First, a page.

Cheltenham Gold Cup 1999 – See More Business

The 1999 renewal of the Cheltenham Gold Cup featured twelve runners, including Florida Pearl, trained by Willie Mullins and ridden by Richard Dunwoody, who started 5/2 favourite on the strength of a comfortable victory in the Hennessy Cognac Gold Cup at Leopardstown on his previous start. The highly-rated grey, Teeton Mill, trained by Venetia Williams and ridden by Norman Williamson, was next best at 7/2, with 11/2 bar the front pair.

However, neither of the market leaders was involved in the finish. Teeton Mill was pulled up lame before halfway and Florida Pearl, despite challenging, going well, at the third-last fence, ultimately failed through lack of stamina. Willie Mullins’ seven-year-old was beaten approaching the final fence and eventually finished third, beaten 18 lengths.

Go Ballistic, a rank outsider at 66/1, took the lead at the fourth last and was still ahead, albeit narrowly, at the final fence. However, at that point, David Nicholson’s ten-year-old was joined by 16/1 chance See More Business, trained by Paul Nicholls, and the pair knuckled down to fight out the finish. Go Ballistic, ridden by Tony Dobbin, kept on well, but See More Business, ridden by Mick Fitzgerald, was not to be denied and stayed on gamely to win by a length, all out.

See More Business was a first Cheltenham Gold Cup winner for Nicholls and Fitzgerald. Indeed, the winning jockey – who had won the Queen Mother Champion Chase on Call Equiname, also trained by Nicholls, earlier in the week – simply said, modestly, ‘All I have done is the steering, really’. Nevertheless, victories in two of the four main ‘championship’ races and another for Flagship Uberalles, ridden by Joe Tizzard, in the Arkle Challenge Trophy, were sufficient to make Paul Nicholls the leading trainer at the Cheltenham Festival for the first time.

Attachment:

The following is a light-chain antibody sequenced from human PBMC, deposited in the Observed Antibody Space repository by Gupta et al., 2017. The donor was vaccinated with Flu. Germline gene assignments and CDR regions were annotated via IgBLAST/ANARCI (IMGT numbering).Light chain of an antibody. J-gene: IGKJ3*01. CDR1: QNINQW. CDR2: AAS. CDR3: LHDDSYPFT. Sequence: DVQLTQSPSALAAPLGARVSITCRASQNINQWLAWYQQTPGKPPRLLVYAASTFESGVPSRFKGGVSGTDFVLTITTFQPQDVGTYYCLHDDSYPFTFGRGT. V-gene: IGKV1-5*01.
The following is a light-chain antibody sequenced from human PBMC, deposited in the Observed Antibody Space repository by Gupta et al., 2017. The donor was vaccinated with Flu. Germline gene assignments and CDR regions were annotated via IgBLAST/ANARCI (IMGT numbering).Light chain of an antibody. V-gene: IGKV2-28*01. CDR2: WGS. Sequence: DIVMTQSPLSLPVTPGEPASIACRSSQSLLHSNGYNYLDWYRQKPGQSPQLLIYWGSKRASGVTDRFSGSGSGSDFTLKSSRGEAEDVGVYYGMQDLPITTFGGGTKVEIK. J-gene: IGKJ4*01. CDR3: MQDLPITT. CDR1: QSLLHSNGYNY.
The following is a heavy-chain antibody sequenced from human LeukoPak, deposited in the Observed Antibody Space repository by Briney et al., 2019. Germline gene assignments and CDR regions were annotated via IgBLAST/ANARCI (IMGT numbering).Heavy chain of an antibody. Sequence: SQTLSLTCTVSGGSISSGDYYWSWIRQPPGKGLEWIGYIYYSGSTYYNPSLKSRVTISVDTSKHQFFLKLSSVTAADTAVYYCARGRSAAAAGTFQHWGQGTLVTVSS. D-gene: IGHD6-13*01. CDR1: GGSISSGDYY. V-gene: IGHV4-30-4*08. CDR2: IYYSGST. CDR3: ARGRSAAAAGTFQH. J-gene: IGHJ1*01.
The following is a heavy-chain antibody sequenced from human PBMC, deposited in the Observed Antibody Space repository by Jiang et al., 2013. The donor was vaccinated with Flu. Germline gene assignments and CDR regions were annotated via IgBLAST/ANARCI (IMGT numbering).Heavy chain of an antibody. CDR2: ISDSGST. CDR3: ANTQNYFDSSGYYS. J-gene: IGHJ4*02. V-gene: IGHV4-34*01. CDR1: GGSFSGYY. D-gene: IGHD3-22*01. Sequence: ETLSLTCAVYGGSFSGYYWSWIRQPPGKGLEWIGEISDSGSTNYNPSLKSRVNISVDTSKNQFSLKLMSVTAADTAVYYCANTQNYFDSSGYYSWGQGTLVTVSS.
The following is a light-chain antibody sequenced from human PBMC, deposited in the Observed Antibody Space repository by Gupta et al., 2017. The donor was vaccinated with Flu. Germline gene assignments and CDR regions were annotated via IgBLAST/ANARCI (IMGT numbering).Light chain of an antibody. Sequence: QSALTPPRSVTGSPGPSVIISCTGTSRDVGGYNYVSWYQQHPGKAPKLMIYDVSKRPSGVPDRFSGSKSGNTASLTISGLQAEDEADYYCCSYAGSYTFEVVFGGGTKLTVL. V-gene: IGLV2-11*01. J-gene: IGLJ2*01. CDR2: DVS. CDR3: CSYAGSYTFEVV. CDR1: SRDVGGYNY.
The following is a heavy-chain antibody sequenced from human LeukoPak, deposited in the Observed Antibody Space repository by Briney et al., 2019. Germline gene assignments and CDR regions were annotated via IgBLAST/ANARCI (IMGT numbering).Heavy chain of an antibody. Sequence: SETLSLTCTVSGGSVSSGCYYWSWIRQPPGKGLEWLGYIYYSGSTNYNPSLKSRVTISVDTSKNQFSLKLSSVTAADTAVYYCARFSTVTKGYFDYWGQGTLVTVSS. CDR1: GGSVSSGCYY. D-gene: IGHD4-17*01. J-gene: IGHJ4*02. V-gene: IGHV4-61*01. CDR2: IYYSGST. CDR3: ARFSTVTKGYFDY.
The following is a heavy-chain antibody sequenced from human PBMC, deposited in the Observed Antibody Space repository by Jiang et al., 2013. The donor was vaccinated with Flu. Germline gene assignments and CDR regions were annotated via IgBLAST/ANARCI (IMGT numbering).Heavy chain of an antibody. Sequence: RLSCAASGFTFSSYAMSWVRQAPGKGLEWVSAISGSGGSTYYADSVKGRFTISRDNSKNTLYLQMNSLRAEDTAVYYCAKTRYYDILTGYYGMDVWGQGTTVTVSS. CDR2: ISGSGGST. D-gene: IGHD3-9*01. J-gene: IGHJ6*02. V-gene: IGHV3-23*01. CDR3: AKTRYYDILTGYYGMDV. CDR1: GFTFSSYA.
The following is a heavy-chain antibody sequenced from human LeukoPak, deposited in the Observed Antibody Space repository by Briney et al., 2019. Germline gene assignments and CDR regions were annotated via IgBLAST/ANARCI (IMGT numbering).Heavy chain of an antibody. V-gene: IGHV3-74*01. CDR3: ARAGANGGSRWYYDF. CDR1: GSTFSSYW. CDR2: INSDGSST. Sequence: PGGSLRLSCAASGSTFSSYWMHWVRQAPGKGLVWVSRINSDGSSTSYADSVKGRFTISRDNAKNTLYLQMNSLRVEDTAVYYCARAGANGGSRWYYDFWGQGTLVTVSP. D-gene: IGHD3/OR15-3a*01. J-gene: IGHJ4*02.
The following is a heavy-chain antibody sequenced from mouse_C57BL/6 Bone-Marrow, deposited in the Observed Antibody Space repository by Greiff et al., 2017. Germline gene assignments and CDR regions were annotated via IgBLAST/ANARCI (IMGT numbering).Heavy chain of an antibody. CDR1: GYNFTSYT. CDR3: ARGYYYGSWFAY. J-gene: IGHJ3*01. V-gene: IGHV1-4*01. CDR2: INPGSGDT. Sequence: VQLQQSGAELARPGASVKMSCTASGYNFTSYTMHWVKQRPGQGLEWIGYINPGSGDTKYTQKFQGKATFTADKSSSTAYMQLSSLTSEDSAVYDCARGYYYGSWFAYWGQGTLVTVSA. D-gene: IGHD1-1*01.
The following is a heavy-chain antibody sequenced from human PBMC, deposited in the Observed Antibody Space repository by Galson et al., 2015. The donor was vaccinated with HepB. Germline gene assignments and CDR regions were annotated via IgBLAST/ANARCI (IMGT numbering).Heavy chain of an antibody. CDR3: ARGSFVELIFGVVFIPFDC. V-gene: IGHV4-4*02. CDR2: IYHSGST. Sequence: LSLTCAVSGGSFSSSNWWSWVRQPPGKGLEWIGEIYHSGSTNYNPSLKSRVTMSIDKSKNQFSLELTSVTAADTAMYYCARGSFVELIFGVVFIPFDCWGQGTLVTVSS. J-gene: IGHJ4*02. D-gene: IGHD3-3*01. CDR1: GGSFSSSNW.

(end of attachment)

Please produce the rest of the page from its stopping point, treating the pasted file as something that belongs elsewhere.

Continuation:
Cheltenham Gold Cup 2007 – Kauto Star

The 2007 Cheltenham Gold Cup was a competitive renewal, numerically, with eighteen runners facing the starter. However, all eyes were on the seven-year-old Kauto Star, making his first appearance in the ‘Blue Riband’ event of British steeplechasing after winning all five starts since falling at the third fence in the Queen Mother Champion Chase at the 2006 Cheltenham Festival. Indeed, two of those wins had come in the Betfair Chase at Haydock and the King George VI Chase at Kempton – the first two legs of the so-called ‘Betfair Million’ – so victory in the Cheltenham Gold Cup would yield a bonus of £1 million, in addition to winning prize money in excess of £242,000.

Unsurprisingly, Kauto Star was sent off a short-priced favourite, at 5/4, to complete his lucrative treble and, in so doing, confirm King George VI Chase form with his old rival, Exotic Dancer, whom he had beaten by eight lengths at Kempton, despite a heart-stopping blunder at the final fence. Patiently ridden by Ruby Walsh, Kauto Star improved from the rear of the field heading out onto the second circuit and moved into a challenging position after the fourth-last. Paul Nicholls’ charge quickened into the lead two out and although first Turpin Green, a 40/1 chance ridden by Tony Dobbin, and then Exotic Dancer, the 9/2 second favourite ridden by A.P. McCoy, gave chase, neither could make much impression in the closing stages.

At the final fence, Kauto Star made his one and only mistake to give his nearest pursuers renewed hope, but lost little momentum and stayed on strongly up the hill to beat Exotic Dancer by 2½ lengths, with Turpin Green the same distance further behind in third place. By adding a Grade One victory over 3 miles 2½ furlongs to previous wins at the highest level at distances ranging from 1 mile 7½ furlongs to 3 miles, Kauto Star confirmed himself as the best horse at all distances since Desert Orchid, and was still only a seven-year-old.